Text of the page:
Timeline of Crime Data Availability

 

On April 30, 2010, National Statistics Office of Georgia (Geostat) signed a Memorandum of Cooperation with the Ministry of Internal Affairs (MIA). According to the memorandum, the Ministry agreed to provide Geostat with monthly crime statistics, which would then be published on the Geostat website.

 

The MIA stopped providing Geostat with data in 2012, when the MIA and the Ministry of Justice launched a joint electronic module for crime registration.

 

According to the MIA, the new system allowed the Ministry to update their methodology or registering crimes, which led to more accurate and complete statistics. However, this change also made it inappropriate to compare crime data pre and post 2012.

 

From 2012 to 2015, the Ministry did not proactively publish full crime data on its website. For example, the website does not contain any data for 2012; for 2013 it only contains aggregate data of the first quarter; and for 2014 data for only the first 9 months.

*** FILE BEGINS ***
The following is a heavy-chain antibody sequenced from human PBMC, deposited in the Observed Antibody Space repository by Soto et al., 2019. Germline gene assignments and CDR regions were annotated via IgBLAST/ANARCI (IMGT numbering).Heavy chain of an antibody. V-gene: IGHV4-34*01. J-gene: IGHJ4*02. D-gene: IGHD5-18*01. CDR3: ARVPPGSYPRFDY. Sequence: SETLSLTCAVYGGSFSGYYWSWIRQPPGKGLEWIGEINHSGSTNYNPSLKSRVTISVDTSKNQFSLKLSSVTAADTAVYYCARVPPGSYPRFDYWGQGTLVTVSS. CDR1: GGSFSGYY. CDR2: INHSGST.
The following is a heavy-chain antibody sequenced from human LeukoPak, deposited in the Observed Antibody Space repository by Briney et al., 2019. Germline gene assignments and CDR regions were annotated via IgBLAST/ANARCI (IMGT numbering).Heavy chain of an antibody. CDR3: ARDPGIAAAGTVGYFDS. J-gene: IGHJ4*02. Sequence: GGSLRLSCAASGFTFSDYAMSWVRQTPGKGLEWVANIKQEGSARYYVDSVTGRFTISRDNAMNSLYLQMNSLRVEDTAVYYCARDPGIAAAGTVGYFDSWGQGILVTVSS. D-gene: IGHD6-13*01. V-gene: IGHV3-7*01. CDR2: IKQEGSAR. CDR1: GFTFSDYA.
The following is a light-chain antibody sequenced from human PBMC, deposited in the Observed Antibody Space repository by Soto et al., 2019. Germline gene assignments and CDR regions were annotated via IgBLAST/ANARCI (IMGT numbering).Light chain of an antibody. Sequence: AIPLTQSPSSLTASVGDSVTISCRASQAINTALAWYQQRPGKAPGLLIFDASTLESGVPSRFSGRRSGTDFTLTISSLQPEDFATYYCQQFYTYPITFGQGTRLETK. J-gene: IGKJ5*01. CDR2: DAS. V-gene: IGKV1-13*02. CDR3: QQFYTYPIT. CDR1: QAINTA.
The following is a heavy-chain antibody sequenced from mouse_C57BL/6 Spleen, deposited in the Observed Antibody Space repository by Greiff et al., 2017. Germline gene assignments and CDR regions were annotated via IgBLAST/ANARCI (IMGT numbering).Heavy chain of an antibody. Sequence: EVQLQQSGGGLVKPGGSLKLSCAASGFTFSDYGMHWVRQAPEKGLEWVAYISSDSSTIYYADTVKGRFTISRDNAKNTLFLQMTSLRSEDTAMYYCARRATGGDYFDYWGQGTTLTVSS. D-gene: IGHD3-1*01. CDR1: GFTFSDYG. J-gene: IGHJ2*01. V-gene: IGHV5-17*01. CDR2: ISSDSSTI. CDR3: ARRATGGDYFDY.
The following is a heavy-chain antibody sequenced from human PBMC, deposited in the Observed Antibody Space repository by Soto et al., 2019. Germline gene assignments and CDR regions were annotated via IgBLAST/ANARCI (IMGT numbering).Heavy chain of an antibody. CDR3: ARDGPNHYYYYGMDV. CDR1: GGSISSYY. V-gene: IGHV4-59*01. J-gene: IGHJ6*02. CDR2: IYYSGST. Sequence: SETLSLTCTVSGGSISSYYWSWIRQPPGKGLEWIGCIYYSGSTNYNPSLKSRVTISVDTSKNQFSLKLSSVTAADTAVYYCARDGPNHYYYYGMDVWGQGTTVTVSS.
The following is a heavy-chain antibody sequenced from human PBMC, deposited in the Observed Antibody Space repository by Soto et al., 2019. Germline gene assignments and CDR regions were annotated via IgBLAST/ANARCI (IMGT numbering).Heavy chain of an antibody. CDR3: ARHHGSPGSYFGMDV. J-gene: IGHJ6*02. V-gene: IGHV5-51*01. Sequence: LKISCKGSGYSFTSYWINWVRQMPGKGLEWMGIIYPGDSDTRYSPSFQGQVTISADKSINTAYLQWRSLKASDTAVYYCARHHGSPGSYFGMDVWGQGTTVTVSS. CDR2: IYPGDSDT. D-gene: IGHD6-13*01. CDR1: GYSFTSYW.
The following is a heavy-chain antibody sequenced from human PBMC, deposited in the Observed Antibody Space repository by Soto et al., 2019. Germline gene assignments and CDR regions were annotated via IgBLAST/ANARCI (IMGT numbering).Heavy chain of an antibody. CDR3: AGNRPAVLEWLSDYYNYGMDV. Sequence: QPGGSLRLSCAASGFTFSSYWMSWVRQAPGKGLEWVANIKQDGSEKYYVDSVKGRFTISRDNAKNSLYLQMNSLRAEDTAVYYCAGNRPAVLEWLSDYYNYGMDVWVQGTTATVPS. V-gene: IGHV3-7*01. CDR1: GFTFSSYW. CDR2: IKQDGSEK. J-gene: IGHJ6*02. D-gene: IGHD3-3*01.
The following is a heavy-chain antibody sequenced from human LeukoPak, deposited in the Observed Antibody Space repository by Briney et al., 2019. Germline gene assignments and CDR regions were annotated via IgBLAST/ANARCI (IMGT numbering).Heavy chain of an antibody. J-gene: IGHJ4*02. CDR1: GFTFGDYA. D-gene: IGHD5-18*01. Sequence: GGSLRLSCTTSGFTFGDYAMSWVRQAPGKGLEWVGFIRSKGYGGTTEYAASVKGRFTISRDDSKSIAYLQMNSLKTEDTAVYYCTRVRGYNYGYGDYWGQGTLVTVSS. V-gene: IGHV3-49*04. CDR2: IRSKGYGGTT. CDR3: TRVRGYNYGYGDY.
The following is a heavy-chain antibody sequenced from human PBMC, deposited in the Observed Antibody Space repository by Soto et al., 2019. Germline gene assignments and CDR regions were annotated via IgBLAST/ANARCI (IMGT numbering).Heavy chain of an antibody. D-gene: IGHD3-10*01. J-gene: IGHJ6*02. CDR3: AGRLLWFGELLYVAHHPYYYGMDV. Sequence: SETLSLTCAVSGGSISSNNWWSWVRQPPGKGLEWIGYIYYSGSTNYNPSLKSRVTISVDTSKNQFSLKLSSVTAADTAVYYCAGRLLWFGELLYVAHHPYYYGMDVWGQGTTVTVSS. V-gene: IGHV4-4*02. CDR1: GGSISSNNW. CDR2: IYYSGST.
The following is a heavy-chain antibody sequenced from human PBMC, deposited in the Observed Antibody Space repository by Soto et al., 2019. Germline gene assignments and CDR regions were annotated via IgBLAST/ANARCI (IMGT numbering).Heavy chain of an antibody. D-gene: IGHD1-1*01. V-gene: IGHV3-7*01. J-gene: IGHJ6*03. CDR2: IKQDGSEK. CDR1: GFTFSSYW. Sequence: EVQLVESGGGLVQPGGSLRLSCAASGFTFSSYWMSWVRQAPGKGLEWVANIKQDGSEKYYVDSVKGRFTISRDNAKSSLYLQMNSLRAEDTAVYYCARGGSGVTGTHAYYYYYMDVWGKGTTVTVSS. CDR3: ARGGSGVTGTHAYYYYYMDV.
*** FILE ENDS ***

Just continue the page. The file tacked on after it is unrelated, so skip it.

2015 was an exception in that the Ministry published monthly detailed crime statistics throughout the whole year. During this period, the MIA also published a number of analytical documents analyzing crime trends in 2012-2015. These documents also aggregate full data for 2013-2014, which was previously only partially available on the Ministry’s website.

 

The data contained in these analytical documents greatly diverged from the data provided by the MIA through its public statements. For example, in a public statement of January 9, 2014, the MIA announced that the overall crime rate for 2013 was 28,970, or about 10,000 lower than in 2012. However, the 2015 documents placed the 2013 crime rate at 43,028, which exceeds 2012 data by 4,300.